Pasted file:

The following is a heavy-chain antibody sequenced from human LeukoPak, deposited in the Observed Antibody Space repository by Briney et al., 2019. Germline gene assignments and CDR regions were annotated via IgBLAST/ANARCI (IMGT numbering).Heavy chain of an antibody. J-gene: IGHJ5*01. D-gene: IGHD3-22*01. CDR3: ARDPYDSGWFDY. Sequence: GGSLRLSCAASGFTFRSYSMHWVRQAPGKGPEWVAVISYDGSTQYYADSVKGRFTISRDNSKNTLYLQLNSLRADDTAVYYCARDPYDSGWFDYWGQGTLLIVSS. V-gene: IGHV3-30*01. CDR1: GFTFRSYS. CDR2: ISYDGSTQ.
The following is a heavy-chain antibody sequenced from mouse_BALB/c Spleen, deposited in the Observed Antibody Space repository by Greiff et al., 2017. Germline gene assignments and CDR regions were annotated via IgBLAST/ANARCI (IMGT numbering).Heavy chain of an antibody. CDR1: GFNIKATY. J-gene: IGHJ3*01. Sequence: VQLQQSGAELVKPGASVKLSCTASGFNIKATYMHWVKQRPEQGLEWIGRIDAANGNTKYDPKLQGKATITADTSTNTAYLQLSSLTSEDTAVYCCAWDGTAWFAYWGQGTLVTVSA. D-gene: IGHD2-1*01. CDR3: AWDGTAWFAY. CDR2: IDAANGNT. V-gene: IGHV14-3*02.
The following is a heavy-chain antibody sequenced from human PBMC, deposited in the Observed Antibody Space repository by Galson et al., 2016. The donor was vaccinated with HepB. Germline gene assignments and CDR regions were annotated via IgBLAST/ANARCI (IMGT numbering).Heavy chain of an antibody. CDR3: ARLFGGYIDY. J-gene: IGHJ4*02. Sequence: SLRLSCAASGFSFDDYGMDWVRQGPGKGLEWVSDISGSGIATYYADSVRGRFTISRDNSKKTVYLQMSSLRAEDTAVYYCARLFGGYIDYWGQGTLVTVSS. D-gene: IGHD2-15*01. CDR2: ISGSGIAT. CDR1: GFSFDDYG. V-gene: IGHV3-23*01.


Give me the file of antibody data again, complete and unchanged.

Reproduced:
The following is a heavy-chain antibody sequenced from human LeukoPak, deposited in the Observed Antibody Space repository by Briney et al., 2019. Germline gene assignments and CDR regions were annotated via IgBLAST/ANARCI (IMGT numbering).Heavy chain of an antibody. J-gene: IGHJ5*01. D-gene: IGHD3-22*01. CDR3: ARDPYDSGWFDY. Sequence: GGSLRLSCAASGFTFRSYSMHWVRQAPGKGPEWVAVISYDGSTQYYADSVKGRFTISRDNSKNTLYLQLNSLRADDTAVYYCARDPYDSGWFDYWGQGTLLIVSS. V-gene: IGHV3-30*01. CDR1: GFTFRSYS. CDR2: ISYDGSTQ.
The following is a heavy-chain antibody sequenced from mouse_BALB/c Spleen, deposited in the Observed Antibody Space repository by Greiff et al., 2017. Germline gene assignments and CDR regions were annotated via IgBLAST/ANARCI (IMGT numbering).Heavy chain of an antibody. CDR1: GFNIKATY. J-gene: IGHJ3*01. Sequence: VQLQQSGAELVKPGASVKLSCTASGFNIKATYMHWVKQRPEQGLEWIGRIDAANGNTKYDPKLQGKATITADTSTNTAYLQLSSLTSEDTAVYCCAWDGTAWFAYWGQGTLVTVSA. D-gene: IGHD2-1*01. CDR3: AWDGTAWFAY. CDR2: IDAANGNT. V-gene: IGHV14-3*02.
The following is a heavy-chain antibody sequenced from human PBMC, deposited in the Observed Antibody Space repository by Galson et al., 2016. The donor was vaccinated with HepB. Germline gene assignments and CDR regions were annotated via IgBLAST/ANARCI (IMGT numbering).Heavy chain of an antibody. CDR3: ARLFGGYIDY. J-gene: IGHJ4*02. Sequence: SLRLSCAASGFSFDDYGMDWVRQGPGKGLEWVSDISGSGIATYYADSVRGRFTISRDNSKKTVYLQMSSLRAEDTAVYYCARLFGGYIDYWGQGTLVTVSS. D-gene: IGHD2-15*01. CDR2: ISGSGIAT. CDR1: GFSFDDYG. V-gene: IGHV3-23*01.